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$\ce{K2CO3}$ doesn't boil. It thermally decomposes at $\pu{1200 ^\circ C}$. However, I find conflicting information online about this. Roughly what I have found say three inconsistent things:

  1. It doesn't decompose
  2. At $\pu{1200 ^\circ C}$, it decomposes into $\ce{K + O + CO}$ (Chemiday)
  3. At $\pu{1200 ^\circ C}$ it decomposes into $\ce{K2O + CO2}$ (allreaction)

What actually happens when $\ce{K2CO3}$ thermally decomposes? Most sources agree with (3). But how can that be? Wouldn't it just decompose some more? $\ce{K2O}$ decomposes at $\pu{300 ^\circ C}$ into ($\ce{K2O2 + K}$) and $\ce{K2O2}$ decomposes back into ($\ce{K2O + O2}$) at $\pu{500 ^\circ C}$.

What is going on here? Is $\ce{K2O2}$ really decomposing back again to $\ce{K2O}$? If so, then at $\pu{500 ^\circ C}$ do both of these decompositions occur, cyclically pumping out $\ce{O2}$ and $\ce{K}$?

I read elsewhere that at temperatures over $\pu{500 ^\circ C}$, $\ce{K2O2}$ decomposes into ($\ce{2K + O2}$). This would resolve the conflict. But I find the source is unreliable. What is right?

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    $\begingroup$ There's only mention "it starts decomposing" around 300 when heated, but that's probably just that it's not favourable in low temperatures, not high. $\endgroup$ – Mithoron Sep 20 '19 at 22:49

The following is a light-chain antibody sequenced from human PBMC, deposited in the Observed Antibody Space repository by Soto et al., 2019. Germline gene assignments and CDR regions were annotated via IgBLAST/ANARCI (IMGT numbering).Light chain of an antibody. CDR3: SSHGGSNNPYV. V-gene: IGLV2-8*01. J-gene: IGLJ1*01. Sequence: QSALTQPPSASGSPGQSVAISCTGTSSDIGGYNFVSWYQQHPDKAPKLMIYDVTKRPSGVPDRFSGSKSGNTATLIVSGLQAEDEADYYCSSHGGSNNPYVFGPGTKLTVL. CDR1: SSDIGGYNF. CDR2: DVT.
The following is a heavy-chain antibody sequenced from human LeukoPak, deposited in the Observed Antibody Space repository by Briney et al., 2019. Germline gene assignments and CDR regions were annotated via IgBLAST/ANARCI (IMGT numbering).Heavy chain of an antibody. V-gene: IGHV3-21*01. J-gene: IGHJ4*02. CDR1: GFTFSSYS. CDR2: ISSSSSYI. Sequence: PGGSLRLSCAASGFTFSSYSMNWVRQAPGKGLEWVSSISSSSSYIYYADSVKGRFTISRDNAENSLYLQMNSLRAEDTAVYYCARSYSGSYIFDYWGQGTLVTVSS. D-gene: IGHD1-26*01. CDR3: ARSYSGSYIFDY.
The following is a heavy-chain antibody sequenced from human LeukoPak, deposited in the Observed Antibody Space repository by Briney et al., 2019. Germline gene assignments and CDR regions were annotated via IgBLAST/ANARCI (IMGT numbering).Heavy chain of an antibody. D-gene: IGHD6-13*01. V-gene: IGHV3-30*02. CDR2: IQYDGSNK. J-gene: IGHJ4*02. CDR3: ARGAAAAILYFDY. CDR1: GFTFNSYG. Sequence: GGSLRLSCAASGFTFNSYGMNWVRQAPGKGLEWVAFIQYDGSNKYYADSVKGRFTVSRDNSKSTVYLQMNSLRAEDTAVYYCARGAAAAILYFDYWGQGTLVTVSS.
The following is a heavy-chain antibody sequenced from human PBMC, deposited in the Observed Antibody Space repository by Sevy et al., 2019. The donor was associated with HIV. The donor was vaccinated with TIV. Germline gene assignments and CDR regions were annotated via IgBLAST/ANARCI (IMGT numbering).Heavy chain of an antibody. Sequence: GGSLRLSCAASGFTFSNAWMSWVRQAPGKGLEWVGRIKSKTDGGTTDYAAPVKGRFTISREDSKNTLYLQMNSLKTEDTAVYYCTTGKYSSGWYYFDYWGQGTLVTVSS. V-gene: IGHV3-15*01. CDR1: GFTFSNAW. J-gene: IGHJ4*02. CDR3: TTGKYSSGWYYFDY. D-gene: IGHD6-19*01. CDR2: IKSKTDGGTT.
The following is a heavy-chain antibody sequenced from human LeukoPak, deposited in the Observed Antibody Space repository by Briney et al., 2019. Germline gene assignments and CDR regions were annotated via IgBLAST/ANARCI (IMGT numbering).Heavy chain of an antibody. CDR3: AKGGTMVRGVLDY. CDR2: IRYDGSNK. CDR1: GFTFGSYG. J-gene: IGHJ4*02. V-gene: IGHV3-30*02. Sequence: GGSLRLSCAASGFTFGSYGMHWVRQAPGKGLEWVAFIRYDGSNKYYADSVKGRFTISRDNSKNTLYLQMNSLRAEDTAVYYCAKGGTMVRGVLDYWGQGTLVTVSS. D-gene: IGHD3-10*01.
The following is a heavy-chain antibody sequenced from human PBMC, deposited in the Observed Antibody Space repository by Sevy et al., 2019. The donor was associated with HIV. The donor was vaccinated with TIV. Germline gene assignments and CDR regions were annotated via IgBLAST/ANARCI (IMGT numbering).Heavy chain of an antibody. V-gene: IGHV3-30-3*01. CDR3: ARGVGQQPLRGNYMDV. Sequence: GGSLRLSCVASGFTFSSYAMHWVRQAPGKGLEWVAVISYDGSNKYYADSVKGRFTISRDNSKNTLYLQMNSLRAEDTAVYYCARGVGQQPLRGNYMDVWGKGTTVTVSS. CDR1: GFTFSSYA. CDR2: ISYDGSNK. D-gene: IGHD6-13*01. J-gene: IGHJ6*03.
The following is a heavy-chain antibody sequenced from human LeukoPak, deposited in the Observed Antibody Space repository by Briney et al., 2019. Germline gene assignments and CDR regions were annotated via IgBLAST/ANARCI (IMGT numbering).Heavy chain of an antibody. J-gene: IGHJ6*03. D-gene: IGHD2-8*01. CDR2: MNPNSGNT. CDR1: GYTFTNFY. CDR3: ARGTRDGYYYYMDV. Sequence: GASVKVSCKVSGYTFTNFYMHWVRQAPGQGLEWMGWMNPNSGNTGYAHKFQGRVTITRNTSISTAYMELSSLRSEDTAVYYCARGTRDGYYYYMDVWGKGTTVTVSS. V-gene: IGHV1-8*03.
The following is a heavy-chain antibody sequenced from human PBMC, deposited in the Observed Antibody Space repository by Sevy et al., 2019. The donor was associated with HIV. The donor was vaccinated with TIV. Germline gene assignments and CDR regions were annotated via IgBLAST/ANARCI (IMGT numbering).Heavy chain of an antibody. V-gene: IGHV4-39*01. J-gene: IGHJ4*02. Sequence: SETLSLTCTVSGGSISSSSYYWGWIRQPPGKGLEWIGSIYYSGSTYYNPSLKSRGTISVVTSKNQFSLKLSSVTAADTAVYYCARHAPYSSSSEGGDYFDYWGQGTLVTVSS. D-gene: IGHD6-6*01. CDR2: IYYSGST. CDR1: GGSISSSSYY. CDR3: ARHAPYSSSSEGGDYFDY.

• $\begingroup$ I suppose it's possible. But I have doubts that it becomes stable again at higher temperatures. There's no mention of its boiling point anywhere. Do any other compounds begin thermally decomposing, then reach a plateau of stability at higher temperatures? $\endgroup$ – R Dev Sep 21 '19 at 0:00
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This question serves as a prime example of how much fake and scientifically incorrect information, or more famously, fake news is there on the web. This is why ordinary web should not be anyone's first priority to search about scientific topics. There is a famous saying that "paper never refused an ink" which applies to the web as well in the sense that anyone can write anything. Use Google Scholar, which only searches research level articles (relatively more authentic).

With this type of search one can arrive at Thermal stability of potassium carbonate near its melting point. This paper rules out the possibilities of (1) and (2). The authors note that there is significant vapor pressure of carbon dioxide near the melting point, and suggest $\ce{K2O}$ formation. They also advise the readers to consult the following as the most comprehensive study on alkali carbonates. I will let you try Google Scholar for this one.

References

  1. A. Reisman, Reactions of the Group VB pentoxides with alkali oxides and carbonates. IX. A DTA study of alkali metal carbonates, J. Am. Chem. Soc. 80 (1958) 3558-3561.
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